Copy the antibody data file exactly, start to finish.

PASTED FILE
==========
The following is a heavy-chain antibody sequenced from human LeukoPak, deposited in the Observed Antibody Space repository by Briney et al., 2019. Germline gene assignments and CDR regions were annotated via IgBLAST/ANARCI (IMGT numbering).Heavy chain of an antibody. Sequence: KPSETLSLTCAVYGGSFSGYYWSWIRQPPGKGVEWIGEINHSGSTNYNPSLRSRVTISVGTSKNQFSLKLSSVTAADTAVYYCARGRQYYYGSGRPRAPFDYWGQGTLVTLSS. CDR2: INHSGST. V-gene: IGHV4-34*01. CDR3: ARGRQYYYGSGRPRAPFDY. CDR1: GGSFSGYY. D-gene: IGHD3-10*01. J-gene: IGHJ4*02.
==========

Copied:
The following is a heavy-chain antibody sequenced from human LeukoPak, deposited in the Observed Antibody Space repository by Briney et al., 2019. Germline gene assignments and CDR regions were annotated via IgBLAST/ANARCI (IMGT numbering).Heavy chain of an antibody. Sequence: KPSETLSLTCAVYGGSFSGYYWSWIRQPPGKGVEWIGEINHSGSTNYNPSLRSRVTISVGTSKNQFSLKLSSVTAADTAVYYCARGRQYYYGSGRPRAPFDYWGQGTLVTLSS. CDR2: INHSGST. V-gene: IGHV4-34*01. CDR3: ARGRQYYYGSGRPRAPFDY. CDR1: GGSFSGYY. D-gene: IGHD3-10*01. J-gene: IGHJ4*02.